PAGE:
If the bone does not break the first time, the method is repeated many times until the bone finally breaks. The bird then eats the bone pieces starting with the bone marrow. The smaller bones are swallowed whole, as the bird's gastric fluids are so strong that they can digest bone easily. This dietary habit seems odd, but once bones have been digested, they are a nutritious and easily storable type of food; in addition, the bird faces minimal competition for this type of food.
Just to emphasize how wild this is, I’ll quote from Wired:
For pretty much every other creature on Earth, bone is indigestible. Hyenas will chew through the odd bone here and there with their powerful jaws, but that’s by no means their main source of food. Owls, which eat things like mice whole, have to regurgitate the bones. Bearded vultures find this unacceptable: They dig bone so much they’ve been known to eat owl throwup.
I have nothing to add to that.
Here’s some videos showing this awe-inspiring activity.
It really does take all kinds to make a world. Why let perfectly good bones go to waste??? Andrew has more details:
Generations of lammergeiers will use the same drop zones, and adults spend years training the kids in proper technique.
Wonderful. Some other facts about lammergeiers: they’re very big (up to three feet tall!) they’re monogamous; and they like to dye their feathers using iron-rich dirt and mud that leaves them with their distinctive reddish-orange hue, for reasons that do not appear entirely clear. They are the only birds known to do this.
All of this has made humans understandably fascinated with lammergeiers throughout history. They show up in the Bible among a list of birds not to be eaten because they are an “abomination” (a bit harsh); they are seen as symbols of good fortune in Iran; and they are considered sacred birds in Tibet.
Lammergeiers are also speculated to play a role in one of the most famous bird-related legends in Ancient Greek history: many identify it as the bird that supposedly killed the playwright Aeschylus by dropping a tortoise on his head. (In the lammergeier’s defense, the bird is said to have mistaken Aeschylus’ bald head for a rock. Understandable!)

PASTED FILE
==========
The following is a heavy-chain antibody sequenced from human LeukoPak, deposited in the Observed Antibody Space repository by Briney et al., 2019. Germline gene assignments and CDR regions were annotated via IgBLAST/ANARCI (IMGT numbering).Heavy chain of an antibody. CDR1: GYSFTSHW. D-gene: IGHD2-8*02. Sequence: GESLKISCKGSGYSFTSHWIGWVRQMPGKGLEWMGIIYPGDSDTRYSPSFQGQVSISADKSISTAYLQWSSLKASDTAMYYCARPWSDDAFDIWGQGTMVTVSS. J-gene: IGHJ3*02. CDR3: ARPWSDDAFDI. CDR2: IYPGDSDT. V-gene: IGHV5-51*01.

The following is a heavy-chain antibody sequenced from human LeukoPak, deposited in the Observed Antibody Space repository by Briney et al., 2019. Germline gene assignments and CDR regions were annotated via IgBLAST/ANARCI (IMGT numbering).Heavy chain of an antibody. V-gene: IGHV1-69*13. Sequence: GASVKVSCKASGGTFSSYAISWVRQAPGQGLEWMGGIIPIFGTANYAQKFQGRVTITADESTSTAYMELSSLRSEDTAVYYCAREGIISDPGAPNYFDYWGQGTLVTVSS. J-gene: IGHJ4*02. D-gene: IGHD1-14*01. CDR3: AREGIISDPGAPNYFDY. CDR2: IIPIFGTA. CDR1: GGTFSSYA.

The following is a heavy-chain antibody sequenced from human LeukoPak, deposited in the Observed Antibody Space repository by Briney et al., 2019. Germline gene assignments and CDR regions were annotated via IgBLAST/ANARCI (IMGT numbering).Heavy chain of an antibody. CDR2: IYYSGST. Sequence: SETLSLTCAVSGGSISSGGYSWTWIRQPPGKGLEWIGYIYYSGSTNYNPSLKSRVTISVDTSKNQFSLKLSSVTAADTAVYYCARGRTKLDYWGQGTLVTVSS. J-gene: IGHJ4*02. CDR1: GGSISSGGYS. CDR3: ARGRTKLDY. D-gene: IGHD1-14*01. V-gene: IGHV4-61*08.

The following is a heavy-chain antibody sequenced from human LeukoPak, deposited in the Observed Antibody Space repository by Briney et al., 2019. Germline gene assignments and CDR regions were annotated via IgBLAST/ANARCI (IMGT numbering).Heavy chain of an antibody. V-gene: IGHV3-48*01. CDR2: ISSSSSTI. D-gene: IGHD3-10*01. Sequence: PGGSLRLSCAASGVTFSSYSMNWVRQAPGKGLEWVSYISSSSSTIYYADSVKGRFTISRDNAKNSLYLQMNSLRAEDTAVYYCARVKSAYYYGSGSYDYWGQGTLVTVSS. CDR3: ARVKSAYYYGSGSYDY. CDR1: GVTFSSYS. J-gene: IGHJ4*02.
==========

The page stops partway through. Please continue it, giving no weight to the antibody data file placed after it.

Unfortunately, this fascination has also had a severe downside. From Audubon again (emphasis mine):
[T]he bird’s many other outlandish traits [make] it easy to vilify. And that’s exactly what humans have done, with decades of slander, hunting, and poisoning that have contributed to a massive collapse in its populations. By 1986 the species was completely extinct in the Alps, and it remained so until conservationists from 14 organizations banded together and founded a captive-breeding program at one of Austria’s national parks. Over the next 16 years they released 184 birds throughout Europe, and have since set up the International Bearded Vulture Monitoring project to study wild individuals. Putting a number on the current global population is difficult, given the species’ attachment to higher altitudes, but it’s estimated to be somewhere between 1,300 and 6,700.
You dumb human idiots!!!!!! Leave the lammergeier alone! It just wants to eat bones and chill. It’s good that the population has crept back up, but still: just let this amazing specimen do its thing and everything will be cool! Ugh!
Let’s end this on a happier note: this picture of what is unquestionably one of the world’s greatest birds. Keep soaring forever, bone-breaker!
A reminder: you can check out our complete Bird of the Week list here, and get in touch with your bird suggestions at firstname.lastname@example.org.
THESE BIRDS ARE THE GREATEST